Aspects of the Novel [NOOK Book]

Overview

Sponsored by Trinity College of the University of Cambridge, The Clark Lectures have a long and distinguished history and have featured remarks by some of England's most important literary minds: Leslie Stephen, T. S. Eliot, F. R. Leavis, William Epsom, and I. A. Richards. All have given celebrated and widely influential talks as featured keynote speakers.

An important milestone came in 1927 when, for the first time, a novelist was invited to ...
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Aspects of the Novel

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Overview

Sponsored by Trinity College of the University of Cambridge, The Clark Lectures have a long and distinguished history and have featured remarks by some of England's most important literary minds: Leslie Stephen, T. S. Eliot, F. R. Leavis, William Epsom, and I. A. Richards. All have given celebrated and widely influential talks as featured keynote speakers.

An important milestone came in 1927 when, for the first time, a novelist was invited to speak: E.M. Forster had recently published his masterpiece, A Passage to India, and rose to the occasion, delivering eight spirited and penetrating lectures on the novel.

The decision to accept the lectureship was a difficult one for Forster. He had deeply ambivalent feelings about the use of criticism. Although suspecting that criticism was somewhat antithetical to creation, and upset by the thought that time spent on the lectures took away from his own work, Forster accepted. His talks were witty and informal, and consisted of sharp penetrating bursts of insight rather than overly-methodical analysis. In short, they were a great success. Gathered and published later as Aspects of the Novel, the ideas articulated in his lectures would gain widespread recognition and currency in twentieth century criticism.

Of all of the insights contained within Aspects of the Novel, none has been more influential or widely discussed than Forster's discussion of "flat" and "round" characters. So familiar by now as to seem commonplace, Forster's distinction is meant to categorize the different qualities of characters in literature and examine the purposes to which they are put. Still, it would be wrong to reduce this book to its most famous line of argument and enquiry. Aspects of the Novel also discusses the difference between story and plot, the characteristics of prophetic fiction, and narrative chronology. Throughout, Forster draws on his extensive readings in English, French, and Russian literature, and discusses his ideas in reference to such figures as Joyce, Tolstoy, Dostoevsky, James, Sterne, Defoe, and Proust.

ABOUT THE AUTHOR

E. M. Forster published his first novel, Where Angels Fear to Tread, in 1905, which was quickly followed in 1907 by The Longest Journey, and then in 1908 with A Room with a View. However, Forster's major breakthrough came in 1910 with the book Howard's End, which is often still regarded as his greatest work. Forster was associated with the Bloomsbury Group, a collective of intellectuals and peers, among them Virginia Woolf, Benjamin Britten, Roger Fry, and John Maynard Keynes. The 1924 publication of A Passage to India firmly cemented Forster in the literary firmament as one of the most important writers of the twentieth century with this being one of the most important novels of the twentieth century. It was, however, the last novel Forster ever completed.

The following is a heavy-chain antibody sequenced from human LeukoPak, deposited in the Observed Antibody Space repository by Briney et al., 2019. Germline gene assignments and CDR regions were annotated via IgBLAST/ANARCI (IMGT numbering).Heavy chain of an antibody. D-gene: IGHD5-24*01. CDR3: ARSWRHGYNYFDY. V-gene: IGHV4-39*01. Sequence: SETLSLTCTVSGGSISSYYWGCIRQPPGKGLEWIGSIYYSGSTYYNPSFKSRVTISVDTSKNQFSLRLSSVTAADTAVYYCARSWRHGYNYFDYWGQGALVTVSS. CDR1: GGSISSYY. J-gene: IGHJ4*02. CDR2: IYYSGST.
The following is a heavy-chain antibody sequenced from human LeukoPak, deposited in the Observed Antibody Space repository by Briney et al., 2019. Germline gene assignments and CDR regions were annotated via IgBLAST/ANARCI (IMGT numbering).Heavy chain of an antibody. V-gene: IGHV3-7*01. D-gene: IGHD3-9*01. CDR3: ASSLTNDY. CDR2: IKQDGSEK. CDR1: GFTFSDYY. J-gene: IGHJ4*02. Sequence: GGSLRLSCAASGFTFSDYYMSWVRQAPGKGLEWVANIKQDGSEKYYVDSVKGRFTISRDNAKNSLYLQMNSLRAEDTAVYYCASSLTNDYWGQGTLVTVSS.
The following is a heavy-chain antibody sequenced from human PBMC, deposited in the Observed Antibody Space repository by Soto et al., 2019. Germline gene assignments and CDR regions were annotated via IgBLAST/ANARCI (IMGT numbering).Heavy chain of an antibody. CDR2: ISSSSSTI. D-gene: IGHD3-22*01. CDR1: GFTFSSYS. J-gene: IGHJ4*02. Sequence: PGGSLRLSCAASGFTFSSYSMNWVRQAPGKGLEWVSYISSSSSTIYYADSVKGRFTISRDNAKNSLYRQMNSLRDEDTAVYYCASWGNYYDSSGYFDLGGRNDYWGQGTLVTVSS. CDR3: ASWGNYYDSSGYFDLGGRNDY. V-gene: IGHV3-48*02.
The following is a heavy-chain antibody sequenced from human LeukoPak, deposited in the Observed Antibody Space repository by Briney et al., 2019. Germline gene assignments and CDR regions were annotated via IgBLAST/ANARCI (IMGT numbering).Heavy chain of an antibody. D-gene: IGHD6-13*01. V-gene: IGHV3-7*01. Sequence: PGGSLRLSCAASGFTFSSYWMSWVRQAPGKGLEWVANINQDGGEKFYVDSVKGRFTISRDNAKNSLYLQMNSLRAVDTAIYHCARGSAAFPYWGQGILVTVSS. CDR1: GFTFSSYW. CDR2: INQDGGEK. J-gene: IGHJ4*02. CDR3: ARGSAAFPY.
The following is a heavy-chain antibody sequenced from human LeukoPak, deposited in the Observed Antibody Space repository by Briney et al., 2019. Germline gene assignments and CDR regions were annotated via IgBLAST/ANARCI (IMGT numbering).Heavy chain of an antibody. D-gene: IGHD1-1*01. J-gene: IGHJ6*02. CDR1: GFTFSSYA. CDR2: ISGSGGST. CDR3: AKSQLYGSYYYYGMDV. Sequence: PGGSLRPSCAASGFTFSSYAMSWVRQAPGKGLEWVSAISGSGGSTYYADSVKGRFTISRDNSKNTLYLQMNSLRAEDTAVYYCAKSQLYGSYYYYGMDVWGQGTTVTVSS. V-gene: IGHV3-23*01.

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Product Details

  • BN ID: 2940013927643
  • Publisher: RosettaBooks
  • Publication date: 7/1/2010
  • Sold by: Barnes & Noble
  • Format: eBook
  • Sales rank: 392,974
  • File size: 2 MB

Meet the Author

E. M. Forster published his first novel, Where Angels Fear to Tread, in 1905, which was quickly followed in 1907 by The Longest Journey, and then in 1908 with A Room with a View. However, Forster's major breakthrough came in 1910 with the book Howard's End, which is often still regarded as his greatest work. Forster was associated with the Bloomsbury Group, a collective of intellectuals and peers, among them Virginia Woolf, Benjamin Britten, Roger Fry, and John Maynard Keynes. The 1924 publication of A Passage to India firmly cemented Forster in the literary firmament as one of the most important writers of the twentieth century with this being one of the most important novels of the twentieth century. It was, however, the last novel Forster ever completed.
Read More Show Less

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Sort by: Showing all of 2 Customer Reviews
  • Anonymous

    Posted January 18, 2008

    Information on writing everyone should read

    Aspects of the Novel by E.M. Forster, addresses both readers and aspiring writers--and gives example after example of literary masterpieces and offers techniques for writing more attentively, for noticing and thrilling in the language on the page. It comes from the wisdom of a seasoned teachers of literature, longtime journalists and host of other collected articles, and the author of fourteen works of fiction. E.M. Forster has a guarded enthusiasm for MFA programs the book, in part, is a criticism of where some of the MFA program culture has gone astray, as if some writing workshops have become unmoored from the literary masterpieces that inspired them. If I had to really characterize the book I'd say it's about the pleasure of learning to write..................Hattely

    3 out of 3 people found this review helpful.

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  • Anonymous

    Posted January 7, 2010

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